Tutorial :How to set up a development environment at home?



Question:

I would like to know how can I set up a development environment at home. I'd like to make a kind of simulation to imitate a real software development firm. I am learning Ruby and Java, and I have the necessary tools for small projects on my laptop (compiler, interpreter, IDE etc). However I'd like to experiment with some other stuffs such as version control, automated build tools, and continuous integration. I have been searching the web for various resources and I am thinking about how can I dedicate my old PC to these tools. My biggest problem is that some tutorials and documentations sound like double Dutch and I know very little about networking. Can I achieve my goal, or maybe should I wait till I understand more?


Solution:1

You can absolutely achieve your goal.

Start with version control. If you're on Windows, VisualSVN is a super simple server, and TortoiseSVN is a super simple client. You'll be up and running within an hour.

I'd also recommend Hudson for continuous integration.

Also find some tools to do your own automated testing. I'll recommend both JUnit for Java and Selenium, if you're doing any kind of web development. Start practicing Test Driven Development!

Every good team uses some kind of issue tracking system. Here's a list to choose from: http://en.wikipedia.org/wiki/Comparison_of_issue_tracking_systems


Solution:2

Don't wait. Do.

Don't get hung up on concepts you don't understand. Steamroll right past them initially. I often found that just by trying to do things, even if I didn't fully understand them, I'd eventually figure it out, or learn something along the way that helped me figure it out later.

The worst thing to do is wait.

It might get REALLY painful, but persevere and you'll be much more experienced when you come out the other end. :)


Solution:3

"version control, automated build tools, and continuous integration"

Just start downloading. SVN is easy to install in Windows.

Automated build tools for Ruby and Rails isn't perfectly sensible. For Java, however, there are lots of tools. Look at this: http://en.wikipedia.org/wiki/Build_automation#Software_tools for some ideas. Pick one and download it.

Continuous Integration tools. http://en.wikipedia.org/wiki/Continuous_integration#Software There are just too many choices. Here's the chart: http://en.wikipedia.org/wiki/Comparison_of_Continuous_Integration_Software

Star with Hudson. It's good enough to get started.


Solution:4

i can't give you the answer you are looking for, but in my opinion there is no reason for you to wait unless youre not willing to start over again once you realized you messed up. with each attempt to make your development environment you will improve its design.

also, by trying to set up your development environment, you will be forced to learn new information.


Solution:5

"...maybe should I wait till I understand more?" What would be the advantage of waiting? You'd be more likely to get more right on the first try, I guess, for whatever that's worth. But you'd be waiting and not learning as much in the interim. You'll learn far more from "doing" than from reading, and each mistake will be a valuable lesson learned, likely without any serious consequences. Just go for it.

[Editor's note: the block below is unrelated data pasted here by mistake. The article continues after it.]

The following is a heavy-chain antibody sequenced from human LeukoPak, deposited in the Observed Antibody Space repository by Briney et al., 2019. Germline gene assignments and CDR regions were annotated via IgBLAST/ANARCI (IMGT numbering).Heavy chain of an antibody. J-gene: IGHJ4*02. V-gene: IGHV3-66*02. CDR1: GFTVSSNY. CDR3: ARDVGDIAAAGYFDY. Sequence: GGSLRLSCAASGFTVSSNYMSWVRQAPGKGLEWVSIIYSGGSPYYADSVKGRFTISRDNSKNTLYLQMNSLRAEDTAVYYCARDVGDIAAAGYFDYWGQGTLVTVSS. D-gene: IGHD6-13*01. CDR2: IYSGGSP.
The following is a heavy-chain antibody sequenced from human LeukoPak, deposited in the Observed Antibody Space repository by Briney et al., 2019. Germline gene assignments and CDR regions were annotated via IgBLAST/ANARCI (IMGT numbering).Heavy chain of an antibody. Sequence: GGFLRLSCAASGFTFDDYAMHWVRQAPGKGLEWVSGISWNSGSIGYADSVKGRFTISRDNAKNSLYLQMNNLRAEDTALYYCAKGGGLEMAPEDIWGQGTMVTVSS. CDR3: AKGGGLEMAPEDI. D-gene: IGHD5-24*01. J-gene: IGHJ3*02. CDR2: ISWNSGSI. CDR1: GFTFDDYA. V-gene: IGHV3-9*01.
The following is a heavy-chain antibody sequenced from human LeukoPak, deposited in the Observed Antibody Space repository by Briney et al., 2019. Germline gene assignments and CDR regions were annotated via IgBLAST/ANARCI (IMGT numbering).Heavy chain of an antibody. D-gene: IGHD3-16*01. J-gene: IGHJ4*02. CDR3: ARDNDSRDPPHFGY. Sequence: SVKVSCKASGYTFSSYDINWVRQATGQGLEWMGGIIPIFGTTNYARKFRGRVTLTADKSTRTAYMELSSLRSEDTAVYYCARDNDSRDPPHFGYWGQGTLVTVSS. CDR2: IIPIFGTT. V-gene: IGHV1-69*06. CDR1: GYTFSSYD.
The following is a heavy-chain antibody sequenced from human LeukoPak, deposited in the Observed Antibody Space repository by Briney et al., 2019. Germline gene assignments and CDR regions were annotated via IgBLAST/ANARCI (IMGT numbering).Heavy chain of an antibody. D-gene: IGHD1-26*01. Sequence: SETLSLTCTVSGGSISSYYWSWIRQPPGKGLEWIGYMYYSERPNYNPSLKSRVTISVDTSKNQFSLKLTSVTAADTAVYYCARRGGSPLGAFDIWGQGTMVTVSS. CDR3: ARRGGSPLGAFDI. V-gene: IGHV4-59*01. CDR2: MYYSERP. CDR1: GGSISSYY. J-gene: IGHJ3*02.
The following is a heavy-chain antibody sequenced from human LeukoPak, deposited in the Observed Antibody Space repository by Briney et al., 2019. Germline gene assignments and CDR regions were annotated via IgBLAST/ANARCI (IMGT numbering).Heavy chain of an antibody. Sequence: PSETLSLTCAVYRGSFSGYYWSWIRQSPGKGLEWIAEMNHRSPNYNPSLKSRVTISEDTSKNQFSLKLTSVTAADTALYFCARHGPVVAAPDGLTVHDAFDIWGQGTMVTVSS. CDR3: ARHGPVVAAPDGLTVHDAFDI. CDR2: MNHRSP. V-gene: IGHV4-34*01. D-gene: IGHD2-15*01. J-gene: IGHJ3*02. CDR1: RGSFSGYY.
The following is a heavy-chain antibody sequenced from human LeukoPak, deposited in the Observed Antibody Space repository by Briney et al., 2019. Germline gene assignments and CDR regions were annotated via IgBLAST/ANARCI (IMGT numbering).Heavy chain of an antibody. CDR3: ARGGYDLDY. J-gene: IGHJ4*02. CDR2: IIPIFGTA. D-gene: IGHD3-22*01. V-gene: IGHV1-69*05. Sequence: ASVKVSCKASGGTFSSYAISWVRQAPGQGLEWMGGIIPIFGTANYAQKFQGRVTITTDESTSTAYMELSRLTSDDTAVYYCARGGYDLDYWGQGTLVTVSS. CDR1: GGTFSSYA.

Solution:6

i don't know if people are still on this thread, but what nobody sees is the painstaking labor taken while spending your time alone learning any individual concept. in public, while socializing with other people in your field of work or study, it seems as if there are just some people who just "get it", but i promise you, unless you are another mozart, he or she has spent many hours trying to find answers to things that, regardless of their complexity, are just difficult to answer. It may be because of a lack of good information, or the concept doesn't click with your brain, either way, unless i am stupid myself (which i know im not, or else i wouldnt be on this site), all of us on this site have spent hours learning something that have a low intellectual complexity, and when it finally clicks (by finding the correct guide, or just trial and error), it is satisfying for all of us. it is this that sets us apart from the other people who consider themselves hobbyists (unless youre a hardcore hobbyist like stamp collectors :P)


Solution:7

I am not associated with Atlassian in any way, but I would honestly suggest you to try the Dragon Slayer Quest.

Why?

Because with the Starter licenses, for 60 USD, you will get tools that are:

  • Industry proven
  • Fully integrated
  • Fully supported
  • Very well documented
  • Highly extensible

What you will need is:

  • A small connected server (something along the lines of a dual core with 2GB memory and enough hard disk space to store your files and attachments), could easily be that your old PC fits the role
  • Ubuntu Server, SVN comes out of the box if I remember correctly if not, it's a package that is simple to install
  • Work through the stages of the quest

You will get:

  • JIRA: Issue Management
  • GreenHopper: an add on for Agile development based on JIRA
  • Confluence: Wiki (documentation, project support and knowledge exchange)
  • Fisheye: Source Browsing on Steroids
  • Bamboo: Continous integration tool
  • Crowd: Full SSO support for the above tools
  • and a T-shirt if you pull it through.

So don't wait, just go for it.


Note:If u also have question or solution just comment us below or mail us on toontricks1994@gmail.com
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